• In 1992, I attended the Rio Earth Summit, which adopted the foundational UN Framework Convention on Climate Change. Despite assertions by one developed major power that its lifestyle was not up for negotiation, the Convention recognised, accurately and wisely, the distinction between developed and developing countries.  And despite the universal consensus in the Paris Agreement, that distinction still holds.
  • In 2009, I participated in the Copenhagen COP15, witnessing its failure deriving from argumentation over the Kyoto Protocol, historical responsibility and per capita differentiation, amidst strategic stand-off between the USA and the BRICs, exacerbated by inept chairing.
  • In 2015, I participated in the Paris COP21, which achieved universal consensus on a global strategy for ‘well below 2ͦC’ and ‘efforts towards 1.5’, at the cost of a weaker regime of subjectively-determined national ‘contributions’ to a global goal.
  • In 2021, I followed from a distance the outcome of COP26. In the 30 years 1990 to 2020, global (all-gas) GHG emissions have increased xx%, from 27 to 55 GT. (CO2-e).  We are still – virtually every country without exception – justifying our shortfall in our national mitigation ‘contributions’ on the grounds of differentiated responsibilities and respective capabilities in light of different national circumstances’ – taking diplomatic ambiguity to absurd and irrational lengths.

Health pandemics

My fleeting engagement with global health issues was participating in the WHO’s 41st annual Assembly in 1998, which, noting the reduction of polio cases to 35,000, called for total eradication by 2000. In 2020, there were 140 recorded cases by WHO. But the emergence of global virus pandemics is changing our socio-political perceptions of governance, at both national and global levels.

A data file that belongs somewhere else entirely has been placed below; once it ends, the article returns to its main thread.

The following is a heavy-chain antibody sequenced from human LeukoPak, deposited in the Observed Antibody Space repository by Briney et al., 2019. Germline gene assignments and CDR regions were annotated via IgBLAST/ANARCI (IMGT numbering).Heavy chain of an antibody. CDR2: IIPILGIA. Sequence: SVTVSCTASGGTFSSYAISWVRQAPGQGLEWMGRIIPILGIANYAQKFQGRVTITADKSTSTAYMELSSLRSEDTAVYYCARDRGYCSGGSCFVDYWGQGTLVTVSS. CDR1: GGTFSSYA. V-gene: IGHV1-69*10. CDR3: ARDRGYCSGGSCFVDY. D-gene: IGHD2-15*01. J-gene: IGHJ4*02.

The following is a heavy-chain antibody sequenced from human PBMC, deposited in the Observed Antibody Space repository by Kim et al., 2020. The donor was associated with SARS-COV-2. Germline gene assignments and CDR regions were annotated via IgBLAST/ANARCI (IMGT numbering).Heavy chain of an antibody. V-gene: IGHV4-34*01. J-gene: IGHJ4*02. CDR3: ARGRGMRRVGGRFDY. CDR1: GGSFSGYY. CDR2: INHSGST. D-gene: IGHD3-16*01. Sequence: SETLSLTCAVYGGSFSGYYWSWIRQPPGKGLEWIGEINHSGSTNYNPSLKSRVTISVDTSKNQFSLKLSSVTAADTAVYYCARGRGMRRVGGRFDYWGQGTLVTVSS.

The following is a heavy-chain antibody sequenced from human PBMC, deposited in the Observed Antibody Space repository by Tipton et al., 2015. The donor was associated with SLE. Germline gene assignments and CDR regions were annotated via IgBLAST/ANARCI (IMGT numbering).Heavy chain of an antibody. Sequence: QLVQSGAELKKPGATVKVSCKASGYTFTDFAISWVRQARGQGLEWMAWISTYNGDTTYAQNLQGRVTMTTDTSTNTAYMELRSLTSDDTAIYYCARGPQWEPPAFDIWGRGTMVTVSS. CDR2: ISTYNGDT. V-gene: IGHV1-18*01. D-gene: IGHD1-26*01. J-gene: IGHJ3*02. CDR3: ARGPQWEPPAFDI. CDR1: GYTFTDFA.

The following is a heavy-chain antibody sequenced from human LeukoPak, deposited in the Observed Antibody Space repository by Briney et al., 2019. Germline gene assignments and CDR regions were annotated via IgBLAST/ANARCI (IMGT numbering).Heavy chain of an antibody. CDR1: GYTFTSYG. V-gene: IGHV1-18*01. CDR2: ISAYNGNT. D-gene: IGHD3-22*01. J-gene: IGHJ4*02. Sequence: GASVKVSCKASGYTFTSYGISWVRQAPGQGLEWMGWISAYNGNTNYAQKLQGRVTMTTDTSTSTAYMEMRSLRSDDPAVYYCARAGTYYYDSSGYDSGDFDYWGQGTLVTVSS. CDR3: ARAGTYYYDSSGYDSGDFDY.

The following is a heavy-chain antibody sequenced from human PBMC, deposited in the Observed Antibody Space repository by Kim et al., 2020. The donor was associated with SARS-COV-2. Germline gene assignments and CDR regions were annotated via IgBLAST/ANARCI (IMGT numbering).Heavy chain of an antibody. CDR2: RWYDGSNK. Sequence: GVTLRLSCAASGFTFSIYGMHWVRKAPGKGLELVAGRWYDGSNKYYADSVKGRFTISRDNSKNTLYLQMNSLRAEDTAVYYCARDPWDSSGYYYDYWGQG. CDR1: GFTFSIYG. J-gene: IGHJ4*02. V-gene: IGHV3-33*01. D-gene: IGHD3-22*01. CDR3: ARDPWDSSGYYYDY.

Global pandemics have been a feature of human existence since primordial time. But the contemporary question is whether the global health governance system is equal to the challenge of the modern coronavirus type phenomenon.  The Centre has not been engaged in this, and would look to the Helen Clark Foundation for insight.


None of the above issues reveals humankind – as a global community or a species – as sufficiently competent to tackle and resolve global threats. In 2021, the UN and many of its Member States declared a climate emergency. The only way to tackle an emergency is to assume legitimate emergency powers. The only UN body empowered to that end is the Security Council.

  • In 2007, the issue was brought onto the Council’s agenda but the idea of any proposed action on climate change was opposed by several permanent members, and nothing was agreed.
  • The issue was brought forward again in 2011, with the UNSG advising the Council that in his view climate change was a threat to international peace and security, the criterion for potential enforcement action. Instead, the Council issued a presidential statement describing climate change as a ‘risk multiplier’ – acknowledging what had been obvious for the two decades since the 1st IPCC Assessment Report of 1990.
  • In 2020, a formal draft declaring climate change to be a threat to IPS was drafted but not put to the vote because of the opposition of several permanent members.
  • In 2021 it was re-tabled and put to the vote for the first time, being vetoed by one permanent member with another abstaining.

Opposition to enforcement action by the Security Council on climate change rests on a stated view that traditional multilateral negotiation remains the appropriate method of handling the issue. But the traditional method has weakened by the move from a ‘top-down’ approach in Kyoto (2007) to a ‘bottom-up’ approach (Durban-Paris-Glasgow). Pretending that 1993 entities claiming sovereignty, with 193 (or even five) effective vetoes, can solve a shared global problem and pursue effective remedial action defies rationality. Pretending that 193 subjectively-determined national contributions will achieve a drastic global target defies rationality.

While it is correct that the 1.5° global goal will fail without coordinated and ambitious action from non-governmental entities (private sector, civil society, personal lifestyle), that is simply one precondition, and certainly not sufficient in itself.  Avoidance of dangerous climate change will not be achieved without legitimate enforcement action by the UN, whether this is the Security Council or some future body. The private sector and civil society will respond to legitimate political –diplomatic leadership.